Prague — Russia reduced natural gas to Europe again on Friday. This includes halving the flow to Italy, Slovakia, and France altogether.
This is the third day in Europe, which has also hit Germany and Austria, with significant reductions in the fuel that powers and produces electricity for industry. It has further boosted the already high energy prices that are driving record inflation in the European Union.
Russia condemns technical issues regarding the reduction of the major Nord Stream 1 pipeline serving Germany and France, saying that equipment under refurbishment in Canada is stagnant due to western sanctions rice field. German and Italian leaders called the cut a political move, escalating European energy tensions following Russia’s previous cutoff of natural gas to Poland, Bulgaria, Finland, the Netherlands and Denmark.
Ukrainian President Volodymyr Zelensky said on Friday that the cut was “blackmail to both individual countries and Europe as a whole.”
Russia has told Slovakia’s state-owned gas company SPP that it will cut deliveries to the country by 50%, SPP director Richard Prokypcak told a meeting in Bratislava. The reason for the reduction has not been clarified.
Russia’s state-owned energy giant Gazprom will supply Italian gas company Eni on the same day with only 50% of the gas requested on Friday, making it one of Europe’s largest Russian gas importers on the third day. He said he would reduce it.
Gazprom reduced the deliveries requested by Italy on Wednesday by 15%. ANSA news agency reported that a Russian company dropped it by 35 percent on Thursday. Italy gets 40% of its gas from Russia, but has been working to find alternative sources in countries like Algeria.
And France no longer receives natural gas from Russia. French gas network operator GRT Gaz said Russia’s supply via Germany stopped Wednesday after a 60% drop in the first five months of the year.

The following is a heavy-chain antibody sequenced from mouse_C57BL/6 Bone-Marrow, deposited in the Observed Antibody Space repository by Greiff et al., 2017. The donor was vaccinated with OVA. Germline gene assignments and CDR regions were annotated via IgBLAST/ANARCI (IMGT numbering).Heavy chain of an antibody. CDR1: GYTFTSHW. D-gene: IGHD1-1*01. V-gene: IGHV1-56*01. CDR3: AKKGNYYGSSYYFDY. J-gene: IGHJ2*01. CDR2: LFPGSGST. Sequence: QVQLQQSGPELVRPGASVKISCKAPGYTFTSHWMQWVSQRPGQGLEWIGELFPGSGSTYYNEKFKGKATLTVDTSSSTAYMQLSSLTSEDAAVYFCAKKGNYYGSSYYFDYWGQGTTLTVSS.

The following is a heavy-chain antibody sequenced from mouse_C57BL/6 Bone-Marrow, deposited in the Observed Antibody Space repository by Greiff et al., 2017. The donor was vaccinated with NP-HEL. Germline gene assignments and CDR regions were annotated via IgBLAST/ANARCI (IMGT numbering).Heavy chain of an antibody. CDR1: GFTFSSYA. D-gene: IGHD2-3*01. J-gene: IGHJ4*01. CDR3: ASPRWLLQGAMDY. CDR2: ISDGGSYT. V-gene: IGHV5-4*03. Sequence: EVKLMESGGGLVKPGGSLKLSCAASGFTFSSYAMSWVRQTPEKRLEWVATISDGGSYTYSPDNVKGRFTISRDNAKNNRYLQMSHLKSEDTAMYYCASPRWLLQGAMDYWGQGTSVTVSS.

Operators said on Friday that gas supply interruptions are not expected this summer, partly due to increased shipments via Spain, despite Russia’s supply cuts. France usually gets about 17% of its natural gas from Russia, but the overall gas is a relatively small part of France’s energy mix, about 16%.
According to German Ministry of Economy spokesman Stephen Gabriel Hauff, the reduction in supply to France was a “known result of a reduction in gas supply via the Nord Stream 1 pipeline.” He didn’t know the details of the specific reason for the cut.
Russia said Canadian sanctions prevented German partner Siemens Energy from delivering the equipment sent there for overhaul. The German government said maintenance should not be an issue until the fall, and Russia’s decision meant raising uncertainty and pushing up prices.
Italy’s Prime Minister Mario Draghi said in Kieu, the capital of Ukraine, “we, Germany and others claim it is a lie. There is a political use of gas.”
In Slovakia, Prokypcak has downplayed the impact of the reduction, despite “completely shutting down in the face of real risks (supply from Russia),” CTK news agency said.
The day before, the reduction reached 10% on Wednesday and 34% on Thursday. To diversify its supply, Slovakia recently signed a contract with Norway to receive gas from the North Sea via Germany and liquefied gas from other countries.
Economic Minister Richard Slick said the New Deal would reduce Russia’s dependence on gas by 65%. Prior to the deal, Slovakia received 85 percent of the gas from Russia.
Slovakia consumes about one-third of the country’s annual gas storage and planned to store enough gas in the winter by July 10.
Austrian oil and gas company OMV said Thursday that Gazprom announced a decline in supply but did not specify how much.
The European Union is trying to reduce gas imports from Russia by two-thirds by the end of the year and is beginning to fill that gap with liquid gas imported from the United States. However, an explosion and fire at a major U.S. export facility in Freeport, Texas, took one-fifth of U.S. gas export capacity offline, highlighting concerns about vulnerabilities in Europe’s gas supply. ..
Short-term natural gas prices on Friday remained high at € 126 per MW of gas futures last month. It has increased by about 50 percent since Monday.
Gas prices fell at the end of the winter heating season, providing some relief to European utilities scrambling to replenish enough underground storage to survive the next winter.
By Karel Janicek